Me: “Yo,” I say, pointing to the chewy white stuff while simultaneously impressing him with my command of the English language, “what’s that chewy white stuff I’m eating?”

Now, folks, we all know that there are times in life when being ignorant of certain facts is a good thing. Remember the first time you realized that your parents did “IT”? And that your grandparents, in order to have made your parents, also did “IT”? Not knowing would have been fine with me. How about the time you realized that your Dentist was gay because none of your other friends got a free prostate exam with their teeth cleaning? Or that the really good-looking girl you talked to at the bar was a guy? You see, folks, what I’m trying to tell you is that you don’t always need to know the truth. As Americans, we’re always clamoring for the truth. We want Barry Bonds and OJ and W and Bernie Ebbers and many others to tell us the truth. DAMMIT MAN, we say, YOU MUST TELL THE TRUTH! Well, folks, I’m here to tell you that sometimes I’d rather not know the truth.

Waiter: “That,” he says, smiling and pointing to the chewy white stuff, “is beef tripe.”

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10 comments on “Ignorance can be bliss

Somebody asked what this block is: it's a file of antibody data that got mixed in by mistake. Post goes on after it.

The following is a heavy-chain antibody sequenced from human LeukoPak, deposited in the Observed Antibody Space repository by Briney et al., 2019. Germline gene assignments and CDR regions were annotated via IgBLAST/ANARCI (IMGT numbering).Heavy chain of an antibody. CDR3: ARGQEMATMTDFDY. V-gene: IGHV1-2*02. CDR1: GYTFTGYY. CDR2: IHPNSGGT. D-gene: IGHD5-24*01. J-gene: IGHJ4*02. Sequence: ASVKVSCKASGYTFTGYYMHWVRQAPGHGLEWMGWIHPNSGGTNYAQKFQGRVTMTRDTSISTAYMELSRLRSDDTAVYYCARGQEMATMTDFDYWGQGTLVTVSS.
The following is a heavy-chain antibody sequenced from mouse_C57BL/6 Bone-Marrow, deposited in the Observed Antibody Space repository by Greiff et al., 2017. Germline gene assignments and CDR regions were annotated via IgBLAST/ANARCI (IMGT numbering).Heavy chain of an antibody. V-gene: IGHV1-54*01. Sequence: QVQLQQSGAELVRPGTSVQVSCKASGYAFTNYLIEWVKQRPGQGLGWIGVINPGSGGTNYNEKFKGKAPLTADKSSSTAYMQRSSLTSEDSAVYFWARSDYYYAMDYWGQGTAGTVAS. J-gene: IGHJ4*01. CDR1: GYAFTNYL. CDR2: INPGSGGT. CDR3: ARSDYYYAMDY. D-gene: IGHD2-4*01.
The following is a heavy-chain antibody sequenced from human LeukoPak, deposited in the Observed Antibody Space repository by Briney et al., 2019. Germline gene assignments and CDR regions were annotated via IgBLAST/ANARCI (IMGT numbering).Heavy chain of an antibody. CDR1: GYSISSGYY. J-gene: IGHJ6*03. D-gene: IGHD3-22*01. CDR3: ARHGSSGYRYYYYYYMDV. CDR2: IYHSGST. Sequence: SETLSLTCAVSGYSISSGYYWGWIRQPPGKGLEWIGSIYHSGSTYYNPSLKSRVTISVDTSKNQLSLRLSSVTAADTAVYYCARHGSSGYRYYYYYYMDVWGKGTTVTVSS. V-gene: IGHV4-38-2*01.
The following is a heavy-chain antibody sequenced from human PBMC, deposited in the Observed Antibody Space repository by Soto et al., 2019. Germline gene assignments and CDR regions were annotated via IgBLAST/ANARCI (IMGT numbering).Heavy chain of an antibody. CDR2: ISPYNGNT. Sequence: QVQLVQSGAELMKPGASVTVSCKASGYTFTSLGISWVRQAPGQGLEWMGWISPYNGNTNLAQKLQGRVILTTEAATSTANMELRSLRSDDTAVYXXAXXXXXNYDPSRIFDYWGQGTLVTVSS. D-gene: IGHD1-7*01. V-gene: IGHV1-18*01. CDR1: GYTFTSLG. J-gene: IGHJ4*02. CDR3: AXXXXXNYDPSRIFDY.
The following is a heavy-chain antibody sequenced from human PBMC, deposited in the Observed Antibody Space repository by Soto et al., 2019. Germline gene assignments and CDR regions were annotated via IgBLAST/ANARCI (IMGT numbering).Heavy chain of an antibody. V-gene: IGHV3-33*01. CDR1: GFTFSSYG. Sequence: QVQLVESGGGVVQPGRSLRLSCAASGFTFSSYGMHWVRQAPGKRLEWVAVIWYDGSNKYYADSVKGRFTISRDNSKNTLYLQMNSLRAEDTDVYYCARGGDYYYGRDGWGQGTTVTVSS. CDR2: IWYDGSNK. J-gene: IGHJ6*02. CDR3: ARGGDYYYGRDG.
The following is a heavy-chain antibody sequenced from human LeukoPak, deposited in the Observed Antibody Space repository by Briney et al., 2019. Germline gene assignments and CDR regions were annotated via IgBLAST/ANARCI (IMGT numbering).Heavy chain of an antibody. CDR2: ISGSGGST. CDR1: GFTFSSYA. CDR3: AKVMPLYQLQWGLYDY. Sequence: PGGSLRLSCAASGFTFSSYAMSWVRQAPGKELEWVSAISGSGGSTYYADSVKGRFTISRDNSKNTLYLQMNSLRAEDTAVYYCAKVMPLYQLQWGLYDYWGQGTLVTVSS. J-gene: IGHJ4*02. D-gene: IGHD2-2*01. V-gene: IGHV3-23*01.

1. Wicked H says:

    EEEEEeeewwwww…was it stinky too?

    Shudder

  2. Grumpy says:

    >I figure if the place is full of people who eat this on a daily basis, then food has gotta be good.

    What, you’ve never heard of McDonald’s? Lots of people eat that food daily and we all know it’s not good for us!

  3. Maura says:

    This is a perfect illustration of why I have never gone to a Dim Sum restaurant and never will unless I have someone with me who knows EXACTLY what every item is! (Or can ask.)

    I couldn’t have been too awful, though, if you had been eating it and it didn’t kill you. Right? 🙂

  4. C says:

    They have dim sum in Mississippi? That’s awesome. Do you have running water too?

    “You want authentic Asian food, go where the Asian people eat, right?” That’s what my dad always says.

  5. sugarmama says:

    You should stop by an asian supermarket some time. All the stuff in there is labeled in other languages and I can’t tell what it is. I like to poke and prod the packages – it’s like a guessing game.

    Then I purchase the basics – tofu, cabbage, miso, etc.

  6. sugarmama says:

    Poke and prod the packages… that sounds sooo wrong. heheh

  7. Howard says:

    We actually have an Asian market here. I went to it one time and was asked to leave for poking and proding my package.

    As for miso, tofu, and cabbage? Eeyew, eeyew, and eeyew.

  8. freydo says:

    hey! don’t be dissing tripe… that’s good eats 🙂

    seriously… you totally got OWNED by the restaurant owner. but hopefully this experience doesn’t put you off eating more tripe and other related “unknown” dim sum food stuffs.

  9. Howard says:

    I will never eat tripe again…knowingly.

  10. Kat says:

    I’m travelling to South Korea for a 4 year work contract. Do you think they’d just brush me off as a stupid, ugly foreigner and let me squeeze and prod food at the market? If not, I’ll starve to death! :-S
    P.S: I’ve missed ya 😉